Early Detection of Small-Fiber Neuropathy in Diabetes
A laser-induced pain somatosensory-evoked potentials and pupillometric study
- Giuseppe Pozzessere, MD1,
- Paolo Rossi, MD1,
- Annarita Gabriele, MD2,
- Rosalba Cipriani, MD2,
- Antonino Morocutti, MD1,
- Umberto Di Mario, PHD2 and
- Susanna Morano, MD2
- 1Institute of Neurology, University “La Sapienza,” Rome, Italy
- 2Department of Clinical Sciences, Endocrinology, University “La Sapienza,” Rome, Italy
Over the last 15 years, many authors have pointed out that small nerve fibers may be selectively damaged in the early stages of diabetes, leading to an early impairment of pain and temperature sensations and to a decline in autonomic nervous function (1,2).
The CO2 pain-induced laser somatosensory-evoked potential (pSEP) evaluation may represent a new quantitative and objective approach to evaluate pain and temperature sensation functions (3–8). Recently, Agostino et al. (9) reported small-fiber dysfunction assessed by pSEPs in diabetic patients with different degrees of peripheral nerve damage.
A total of 27 diabetic patients (12 type 1 [group 1] and 15 type 2 [group 2]) and 27 age-, sex-, and height-matched control subjects were included in the study. In group 1 (6 men and 6 women), the mean age was 33.6 ± 9 years, the duration of diabetes was 13.5 ± 6.7 years, and the glycated hemoglobin was 6.1 ± 1.3%; two patients had nephropathy and three had background retinopathy. In group 2 (7 men and 8 women), the mean age was 55.3 ± 8.8 years, the duration of diabetes was 8.2 ± 6.2 years, and the glycated hemoglobin was 6.8 ± 1.5%; three patients had nephropathy and four had background retinopathy. The patients reported no history of autonomic and somatic neuropathy and had negative clinical examinations (evaluated using the Neuropathy Symptom Score [NSS], the Neurological Symptom Profile [NSP], and the Neurologic Disability Score [NDS]) (10); normal nerve conduction velocity and P100 latency at visual-evoked potentials (VEPs) recording; no severe diabetic retinopathy or other opthalmological diseases; no recurrent ketoacidosis, ketonuria, or hypoglycemia; no psychiatric disorders or alcohol consumption; no cognitive impairment; and no other diseases or treatment with medications known to influence nervous system function. Two control groups (groups 3 and 4) were included in the study. Group 3 (6 men and 6 women, aged 34.1 ± 8 years) comprised healthy subjects age-, sex-, and height-matched with patient group 1, and group 4 (7 men and 8 women, aged 55.5 ± 8.7 years) comprised healthy subjects age-, sex-, and height-matched with patient group 2. All subjects were informed about the aim of the study and gave their consent. The experimental design of the study was approved by the ethics committee of “la Sapienza” University of Rome. Diabetic- and control-subject findings were compared with those obtained in our laboratories in a large number (60) of normal subjects acting as a normal reference control group.
A portable CO2 laser stimulator (Neurolas, Florence, Italy) was used in this study for the pSEP evaluation (11,12). The most consistent and prominent components of the response to laser stimulation are seen as a negative-positive complex (Fig. 1). Positive potentials, P340 in the hand pSEPs and P400 in the foot pSEPs, were evaluated in all subjects. The upper limit of the normal range of P340 and P400 was set to mean ±2.5 SD of the values obtained in the reference group. For the pupillometric monocular evaluation (ISCAN; sample rate 50 Hz), dark diameter (DD) for sympathetic function, and pupillary constriction latency (PCL) for parasympathetic autonomic function, respectively, were measured (13–16). Measurements were made in the right arm and left leg using a standard surface-stimulating and recording technique, maintaining skin temperature at 32°C. Motor nerve conduction velocity, sensory nerve conduction velocity, and sensory and motor action potential amplitude results were considered normal if the values were not >2.5 SD different from the data obtained in the reference group. In the VEP evaluation (13), P100 latency was considered abnormal if the value exceeded the mean ±2.5 SD of the control population. A blood sample to measure HbA1c levels was collected from each fasting patient in the morning (HPLC; Menarini, Firenze, Italy; upper limit of the normal range 6%). Blood glucose levels measured before each session were >120<150 mg/dl, and no hypoglycemic episodes were recorded during the neurophysiological assessment.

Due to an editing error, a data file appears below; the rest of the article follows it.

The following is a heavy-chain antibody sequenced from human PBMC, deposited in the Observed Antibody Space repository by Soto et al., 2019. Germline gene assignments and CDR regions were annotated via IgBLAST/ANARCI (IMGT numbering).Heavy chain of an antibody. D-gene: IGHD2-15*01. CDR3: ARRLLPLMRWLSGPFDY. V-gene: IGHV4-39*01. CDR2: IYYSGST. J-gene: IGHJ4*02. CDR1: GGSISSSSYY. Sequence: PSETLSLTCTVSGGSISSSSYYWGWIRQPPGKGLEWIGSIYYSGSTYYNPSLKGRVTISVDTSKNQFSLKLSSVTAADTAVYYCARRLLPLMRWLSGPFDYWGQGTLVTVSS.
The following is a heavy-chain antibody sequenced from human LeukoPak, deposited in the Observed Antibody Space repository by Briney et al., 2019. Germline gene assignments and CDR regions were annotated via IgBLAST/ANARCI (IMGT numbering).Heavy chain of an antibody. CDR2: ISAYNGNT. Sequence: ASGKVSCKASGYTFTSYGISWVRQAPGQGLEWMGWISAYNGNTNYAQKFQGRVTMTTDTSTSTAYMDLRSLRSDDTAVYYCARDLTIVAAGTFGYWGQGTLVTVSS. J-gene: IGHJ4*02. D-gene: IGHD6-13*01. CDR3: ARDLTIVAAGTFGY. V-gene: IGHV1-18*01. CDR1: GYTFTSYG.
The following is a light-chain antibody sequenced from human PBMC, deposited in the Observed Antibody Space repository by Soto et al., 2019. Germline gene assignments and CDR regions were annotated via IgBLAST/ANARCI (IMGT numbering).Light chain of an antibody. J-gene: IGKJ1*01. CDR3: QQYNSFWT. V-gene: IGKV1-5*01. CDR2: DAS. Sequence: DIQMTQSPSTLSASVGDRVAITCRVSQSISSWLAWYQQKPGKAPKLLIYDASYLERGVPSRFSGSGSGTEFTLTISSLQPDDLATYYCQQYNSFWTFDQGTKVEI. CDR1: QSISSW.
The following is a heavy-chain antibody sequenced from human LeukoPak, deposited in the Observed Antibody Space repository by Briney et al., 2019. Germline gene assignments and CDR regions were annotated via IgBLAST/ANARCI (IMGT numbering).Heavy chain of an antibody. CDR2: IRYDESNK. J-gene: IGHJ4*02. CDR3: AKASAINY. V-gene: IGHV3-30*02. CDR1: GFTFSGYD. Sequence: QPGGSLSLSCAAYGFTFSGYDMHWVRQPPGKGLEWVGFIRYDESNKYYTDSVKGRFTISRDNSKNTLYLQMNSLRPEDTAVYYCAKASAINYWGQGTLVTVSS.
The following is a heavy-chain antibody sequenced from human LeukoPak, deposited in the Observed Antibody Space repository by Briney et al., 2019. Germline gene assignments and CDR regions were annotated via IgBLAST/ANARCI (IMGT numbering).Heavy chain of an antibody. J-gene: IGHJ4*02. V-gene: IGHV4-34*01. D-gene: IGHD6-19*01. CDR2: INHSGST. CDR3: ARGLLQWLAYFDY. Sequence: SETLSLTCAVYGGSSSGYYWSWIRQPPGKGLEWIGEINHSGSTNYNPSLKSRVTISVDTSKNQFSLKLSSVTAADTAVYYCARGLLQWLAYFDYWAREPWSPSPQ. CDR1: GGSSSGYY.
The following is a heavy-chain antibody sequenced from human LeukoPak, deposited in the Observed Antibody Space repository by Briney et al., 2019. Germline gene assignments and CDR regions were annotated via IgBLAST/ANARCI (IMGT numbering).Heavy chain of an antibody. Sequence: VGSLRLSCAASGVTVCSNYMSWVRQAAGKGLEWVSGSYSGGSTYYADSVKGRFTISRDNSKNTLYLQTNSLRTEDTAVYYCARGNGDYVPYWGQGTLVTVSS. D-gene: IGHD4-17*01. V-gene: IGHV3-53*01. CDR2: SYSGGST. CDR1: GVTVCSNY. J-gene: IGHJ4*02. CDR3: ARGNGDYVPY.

The Student’s t test, the Wilcoxon’s rank-sum test, and the Fisher’s exact test were used to study differences between groups. Univariate and multivariate logistic regression analyses were used to evaluate the correlation between parameters. Moreover, to measure the extent of agreement between pSEP and pupillary autonomic function tests, the McNemar test was computed. Neurophysiological data from diabetic patients and control subjects are shown in Table 1. The P340 latency was not significantly different between diabetic patients and control subjects. One patient in group 1 and one patient in group 2 showed a bilateral increase of P340 latency above the mean ±2.5 SD of normal reference values (maximal P340 value 384 m/sec). Mean peak latency of P400 was significantly prolonged in diabetic patients compared with control subjects. Individual analysis showed abnormally prolonged P400 values in 3 of 12 patients in group 1 and in 4 of 14 patients in group 2 (maximal P400 value 438 m/sec). Abnormalities were bilateral in each case. The correlation analysis indicated that duration of disease was independently associated with P400 latency in both type 1 (r = 0.63, P < 0.05) and type 2 (r = 0.56, P < 0.05) diabetic patients. DD was significantly reduced in both diabetic groups (group 1 and 2) compared with control groups. Four patients in group 1 and five patients in group 2 presented abnormally reduced bilateral DD values. No significant PCL difference was found between diabetic patients and control subjects. A prolonged latency was found bilaterally in two patients of group 1 and in two patients of group 2. Duration of disease was independently correlated with DD in group 1 (r = −0.55, P < 0.05) and in group 2 (r = −0.53, P < 0.05). Among the patients in group 1, 58.3% presented one or more abnormalities in the neurophysiological recordings. One patient showed abnormality of P400, DD, and PCL, and two patients presented only abnormal pSEPs (in one both P340 and P400 were prolonged). No significant correlation was found between pSEPs and pupillometric parameters. One or more abnormal value of pSEPs and pupillometric parameters were found in 57.2% of group-2 patients: one patient presented abnormal values of P340, P400, and PCL and two patients showed abnormal DD and P400 results. No significant correlation was found between pSEPs and pupillometric parameters. Age, sex, and hypoglycemic treatment were not significantly different in patients with and without neurophysiological abnormalities. An early, subclinical, and selective damage of small nerve fibers, regarding both autonomic and somatic functions, in diabetic patients without clinical sign of diabetic neuropathy and electrophysiological evidence of large-fiber dysfunction, has been demonstrated in our study. We found a prolonged P400 latency in both type 1 and type 2 diabetic patients, whereas P340 latency was not significantly affected. Our results are partially contrasting with those obtained by other studies (9), but pSEP amplitude was not considered in our study. P400 latency was bilaterally abnormal in 25% of type 1 diabetic patients and 28.5% of type 2 diabetic patients, respectively.